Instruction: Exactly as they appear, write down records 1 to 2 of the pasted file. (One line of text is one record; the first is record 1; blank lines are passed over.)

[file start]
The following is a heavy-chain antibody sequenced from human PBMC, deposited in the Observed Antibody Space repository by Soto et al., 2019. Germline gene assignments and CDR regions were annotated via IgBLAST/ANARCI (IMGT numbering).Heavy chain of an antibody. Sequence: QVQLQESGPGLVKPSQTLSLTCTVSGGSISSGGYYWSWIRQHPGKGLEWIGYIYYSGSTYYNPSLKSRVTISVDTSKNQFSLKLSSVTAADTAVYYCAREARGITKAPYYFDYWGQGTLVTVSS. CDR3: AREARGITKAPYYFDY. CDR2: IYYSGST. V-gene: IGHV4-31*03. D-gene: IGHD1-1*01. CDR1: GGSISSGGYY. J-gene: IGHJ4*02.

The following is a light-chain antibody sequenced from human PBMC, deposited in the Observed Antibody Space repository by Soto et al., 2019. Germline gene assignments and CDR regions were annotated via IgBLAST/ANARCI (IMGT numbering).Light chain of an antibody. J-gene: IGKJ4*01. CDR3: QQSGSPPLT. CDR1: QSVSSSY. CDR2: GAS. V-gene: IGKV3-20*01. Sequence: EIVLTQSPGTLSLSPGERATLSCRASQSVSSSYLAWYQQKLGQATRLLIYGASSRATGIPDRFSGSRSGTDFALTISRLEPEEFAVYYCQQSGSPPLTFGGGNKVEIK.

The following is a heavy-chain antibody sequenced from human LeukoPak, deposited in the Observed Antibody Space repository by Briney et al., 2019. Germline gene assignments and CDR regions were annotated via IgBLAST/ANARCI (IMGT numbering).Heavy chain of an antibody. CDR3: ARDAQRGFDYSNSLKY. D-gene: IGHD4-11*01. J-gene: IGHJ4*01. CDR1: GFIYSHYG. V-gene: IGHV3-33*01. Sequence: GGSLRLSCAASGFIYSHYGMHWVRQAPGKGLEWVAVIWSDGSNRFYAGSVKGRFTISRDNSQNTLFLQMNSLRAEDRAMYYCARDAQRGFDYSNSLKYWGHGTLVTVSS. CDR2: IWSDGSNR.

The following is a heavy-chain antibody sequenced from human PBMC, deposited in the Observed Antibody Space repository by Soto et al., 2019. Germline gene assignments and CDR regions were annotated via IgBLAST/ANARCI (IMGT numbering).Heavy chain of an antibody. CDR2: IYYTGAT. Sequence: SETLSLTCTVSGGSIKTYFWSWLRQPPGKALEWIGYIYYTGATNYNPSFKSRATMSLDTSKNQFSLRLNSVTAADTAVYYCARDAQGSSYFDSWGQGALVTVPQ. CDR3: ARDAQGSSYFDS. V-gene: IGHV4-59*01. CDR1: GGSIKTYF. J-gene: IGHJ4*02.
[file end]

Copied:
The following is a heavy-chain antibody sequenced from human PBMC, deposited in the Observed Antibody Space repository by Soto et al., 2019. Germline gene assignments and CDR regions were annotated via IgBLAST/ANARCI (IMGT numbering).Heavy chain of an antibody. Sequence: QVQLQESGPGLVKPSQTLSLTCTVSGGSISSGGYYWSWIRQHPGKGLEWIGYIYYSGSTYYNPSLKSRVTISVDTSKNQFSLKLSSVTAADTAVYYCAREARGITKAPYYFDYWGQGTLVTVSS. CDR3: AREARGITKAPYYFDY. CDR2: IYYSGST. V-gene: IGHV4-31*03. D-gene: IGHD1-1*01. CDR1: GGSISSGGYY. J-gene: IGHJ4*02.

The following is a light-chain antibody sequenced from human PBMC, deposited in the Observed Antibody Space repository by Soto et al., 2019. Germline gene assignments and CDR regions were annotated via IgBLAST/ANARCI (IMGT numbering).Light chain of an antibody. J-gene: IGKJ4*01. CDR3: QQSGSPPLT. CDR1: QSVSSSY. CDR2: GAS. V-gene: IGKV3-20*01. Sequence: EIVLTQSPGTLSLSPGERATLSCRASQSVSSSYLAWYQQKLGQATRLLIYGASSRATGIPDRFSGSRSGTDFALTISRLEPEEFAVYYCQQSGSPPLTFGGGNKVEIK.